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This year’s Digital Construction Summit took place virtually last month. As the presenters and panellists demonstrated, the industry’s digital adoption is only accelerating as a result of the pandemic. By Neil Gerrard
1. Covid ‘aftershocks’ will drive digital construction adoption
The ‘aftershocks’ of Covid-19 will be with construction for years to come, making digitally enabled ways of working the norm. That was Construction Innovation Hub impact director David Philp’s prediction while speaking in the Buildots-sponsored webinar that opened the Digital Construction Summit 2020.
Philp stressed: “We’ve seen a seismic shift towards digital, how we collaborate, share information and use this thing called the common data environment. If these are fully embraced, it is going to help us be more sustainable, more productive and more effective across the whole [building] life cycle.”
2. Progress is accelerating towards interoperability
Fiona Moore, information management consultant at the Centre for Digital Built Britain (CDBB), explained the vital work being done on interoperability, to enable the easy exchange of data between proprietary technologies – essential for BIM to thrive and to deliver benefits.
“There are lots of clever proprietary solutions out there that help supply chains to collaborate and exchange information and all of those are valid, but quite often this falls over when information is passed across the contract line and the procurer has no way of housing that information and making proper use of it,” she explained.
Moore said the BIM Interoperability Expert Group has identified a series of workstreams to enable BIM interoperability. The four primary workstreams are: classification, COBie and industry foundation class (IFC), education and skills, and standards.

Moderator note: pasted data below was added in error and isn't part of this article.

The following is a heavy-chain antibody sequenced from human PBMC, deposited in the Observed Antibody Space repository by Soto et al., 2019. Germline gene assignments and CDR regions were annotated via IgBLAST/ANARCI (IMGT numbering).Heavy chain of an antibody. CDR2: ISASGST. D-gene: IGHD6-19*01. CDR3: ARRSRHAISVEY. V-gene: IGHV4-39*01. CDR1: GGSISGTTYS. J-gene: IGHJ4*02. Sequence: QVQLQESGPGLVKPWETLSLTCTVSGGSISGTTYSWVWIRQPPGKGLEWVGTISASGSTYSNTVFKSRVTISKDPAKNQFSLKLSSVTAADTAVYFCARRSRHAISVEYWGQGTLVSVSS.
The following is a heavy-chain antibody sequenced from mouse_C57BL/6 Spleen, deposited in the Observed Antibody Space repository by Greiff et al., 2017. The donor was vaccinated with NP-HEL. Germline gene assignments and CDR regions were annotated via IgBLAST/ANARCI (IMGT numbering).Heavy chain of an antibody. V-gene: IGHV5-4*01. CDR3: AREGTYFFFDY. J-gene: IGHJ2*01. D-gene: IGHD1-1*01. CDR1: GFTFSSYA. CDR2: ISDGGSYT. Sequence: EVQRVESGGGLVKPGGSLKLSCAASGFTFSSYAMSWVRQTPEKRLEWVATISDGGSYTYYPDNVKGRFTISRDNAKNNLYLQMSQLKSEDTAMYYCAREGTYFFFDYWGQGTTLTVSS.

3. BIM is an essential foundation for the National Digital Twin
CDBB digital director Mark Enzer provided an update on the National Digital Twin Programme and highlighted the important role that BIM has played in establishing it.
“The foundation that has been laid in the work that we have already done in BIM is an essential foundation for the National Digital Twin. We couldn’t even imagine it without that foundation being laid. It shows us just how important information is and how we need to manage that information through the asset life cycle,” he noted.
4. 360-degree hard hat cameras help TfL fire safety work
A complex fire protection project for Transport for London at London’s Victoria coach station was aided by innovative digital technology from Oculo, Ringway Jacobs contract director Chris Goodacre explained.
Oculo’s tracking tool involves workers clipping a 360-degree camera to their hard hats while they take a designated daily route through the site, to build up a full digital record of site progress.
“While covid has been a driver to change, we were already moving to virtual ways of working and different technology prior to lockdown,” he said.
5. Cache is king for remote construction sites
Internet connectivity on site is not always a prerequisite for effective collaboration, said Carole Filion, Egnyte’s product marketing manager, during the session on common data environments.